From the book — Microinteractions are contained product moments that revolve around a single use case. For example — setting an alarm, logging into your favourite website, etc.
Everyday, we interact with a lot of apps and websites — some of those interactions are good and some bad. I hope to write a post with 4 microinteractions every week.
This is the first in the series and today’s microinteractions are —
Microinteraction #1 — Close Multiple Tabs in Safari (iOS)
I discovered this gem only recently — long pressing the tabs icon on Safari in iOS reveals a menu with an option (among others) to close all the open tabs.
The trigger is the tabs icon which is located on the bottom right corner on the iPhone & on the top-right corner on the iPad. A single tap reveals a scrollable list of open tabs in the main part of the screen. However, when you press and hold the tabs icon, it reveals a menu with an option (among others) that reads “Close All x Tabs” where x is the number of tabs open. Since it is a close action, the text is in red.
Usually, actions need affordance but we do not have a visible one here. Closing All Tabs is not a common action on the page and is likely a power-user feature. Hiding the option underneath the related tab icon isn’t a problem. Showing the text in red is also a nice touch to highlight the dangers of losing the open tabs.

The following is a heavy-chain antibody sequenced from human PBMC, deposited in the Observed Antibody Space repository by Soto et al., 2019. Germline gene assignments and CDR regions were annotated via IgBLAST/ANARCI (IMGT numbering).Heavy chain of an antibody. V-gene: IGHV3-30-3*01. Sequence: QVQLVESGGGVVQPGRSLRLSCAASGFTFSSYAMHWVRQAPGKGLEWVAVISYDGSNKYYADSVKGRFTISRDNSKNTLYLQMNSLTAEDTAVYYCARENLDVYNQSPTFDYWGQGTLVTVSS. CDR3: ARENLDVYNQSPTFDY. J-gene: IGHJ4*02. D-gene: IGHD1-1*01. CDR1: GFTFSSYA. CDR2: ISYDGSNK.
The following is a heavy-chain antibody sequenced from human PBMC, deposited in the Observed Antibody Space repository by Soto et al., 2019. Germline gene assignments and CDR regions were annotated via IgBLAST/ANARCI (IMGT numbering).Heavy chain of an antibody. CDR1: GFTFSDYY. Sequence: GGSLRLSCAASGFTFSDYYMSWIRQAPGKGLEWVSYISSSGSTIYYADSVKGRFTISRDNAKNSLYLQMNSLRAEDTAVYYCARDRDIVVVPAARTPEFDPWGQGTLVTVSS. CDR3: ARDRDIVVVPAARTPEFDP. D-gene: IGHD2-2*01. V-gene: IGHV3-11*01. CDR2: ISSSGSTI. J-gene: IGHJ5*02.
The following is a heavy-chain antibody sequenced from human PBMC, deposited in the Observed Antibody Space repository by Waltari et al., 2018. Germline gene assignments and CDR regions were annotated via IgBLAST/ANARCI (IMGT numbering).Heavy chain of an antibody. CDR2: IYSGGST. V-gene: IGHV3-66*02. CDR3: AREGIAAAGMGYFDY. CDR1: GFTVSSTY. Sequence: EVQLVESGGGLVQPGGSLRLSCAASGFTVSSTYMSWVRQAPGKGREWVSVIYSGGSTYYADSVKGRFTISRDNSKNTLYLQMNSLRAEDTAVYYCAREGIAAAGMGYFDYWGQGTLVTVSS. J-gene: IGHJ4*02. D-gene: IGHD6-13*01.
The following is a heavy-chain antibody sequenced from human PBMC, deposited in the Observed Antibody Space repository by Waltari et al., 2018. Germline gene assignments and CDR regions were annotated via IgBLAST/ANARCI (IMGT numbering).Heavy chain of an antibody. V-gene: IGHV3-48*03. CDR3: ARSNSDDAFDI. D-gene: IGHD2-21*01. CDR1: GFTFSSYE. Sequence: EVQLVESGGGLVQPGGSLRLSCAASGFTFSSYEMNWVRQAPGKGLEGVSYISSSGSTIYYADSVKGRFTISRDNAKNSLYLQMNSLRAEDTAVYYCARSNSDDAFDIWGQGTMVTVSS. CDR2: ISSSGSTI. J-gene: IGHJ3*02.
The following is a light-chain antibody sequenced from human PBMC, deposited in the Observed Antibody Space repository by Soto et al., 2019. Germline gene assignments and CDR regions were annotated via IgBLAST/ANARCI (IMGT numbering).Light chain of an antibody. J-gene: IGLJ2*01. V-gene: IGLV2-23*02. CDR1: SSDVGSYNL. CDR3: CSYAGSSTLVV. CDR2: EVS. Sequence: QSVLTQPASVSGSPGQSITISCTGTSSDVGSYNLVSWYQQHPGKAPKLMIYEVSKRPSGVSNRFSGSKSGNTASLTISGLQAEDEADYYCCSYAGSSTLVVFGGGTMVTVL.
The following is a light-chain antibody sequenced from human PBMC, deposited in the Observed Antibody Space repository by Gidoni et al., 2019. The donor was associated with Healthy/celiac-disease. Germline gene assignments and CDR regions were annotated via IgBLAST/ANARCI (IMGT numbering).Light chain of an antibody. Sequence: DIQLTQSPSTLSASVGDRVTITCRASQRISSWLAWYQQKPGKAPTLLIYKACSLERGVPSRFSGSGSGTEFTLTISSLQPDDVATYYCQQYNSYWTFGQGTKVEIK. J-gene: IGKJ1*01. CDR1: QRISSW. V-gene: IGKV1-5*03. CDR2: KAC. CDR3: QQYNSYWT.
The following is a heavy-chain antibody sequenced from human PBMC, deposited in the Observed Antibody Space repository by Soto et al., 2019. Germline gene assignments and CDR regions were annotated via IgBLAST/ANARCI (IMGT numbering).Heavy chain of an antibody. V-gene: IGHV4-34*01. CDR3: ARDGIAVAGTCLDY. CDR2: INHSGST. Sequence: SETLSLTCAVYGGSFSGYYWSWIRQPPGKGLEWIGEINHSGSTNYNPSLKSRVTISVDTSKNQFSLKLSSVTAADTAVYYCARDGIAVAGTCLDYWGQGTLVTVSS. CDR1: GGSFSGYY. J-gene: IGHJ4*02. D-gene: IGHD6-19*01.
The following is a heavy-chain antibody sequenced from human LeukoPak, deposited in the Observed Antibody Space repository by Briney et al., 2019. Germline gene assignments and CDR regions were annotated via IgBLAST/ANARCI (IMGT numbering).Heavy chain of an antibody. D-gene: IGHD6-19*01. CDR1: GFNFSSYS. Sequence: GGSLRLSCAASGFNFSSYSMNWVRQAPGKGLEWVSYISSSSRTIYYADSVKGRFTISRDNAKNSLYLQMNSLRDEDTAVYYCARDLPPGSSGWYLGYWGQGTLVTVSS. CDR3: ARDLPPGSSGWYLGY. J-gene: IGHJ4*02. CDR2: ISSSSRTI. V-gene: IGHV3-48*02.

“Close All x Tabs” option shows up only when there are more than one tabs open. Otherwise, there are just three options in the menu.
The menu option is shown conditionally, thus avoiding confusion with the “Close this tab” when there is only on open tab.
When the “Close All x Tabs” is chosen, all the open tabs are closed. On the iPad, the tab bar — which contains the list of open tabs disappears revealing just an empty tab. However, on the iPhone, the only thing you see is the current tab being closed and it opens an empty tab.
A message indicating that all tabs have been closed would be a nice addition.
Loops & Modes
In the “Close All x Tabs” option, “x” is the number of the tabs open.
Showing the number of open tabs is very intuitive. This could be a quick way of knowing how many tabs you have open. The concept of “Bring the data forward” is put to good use here.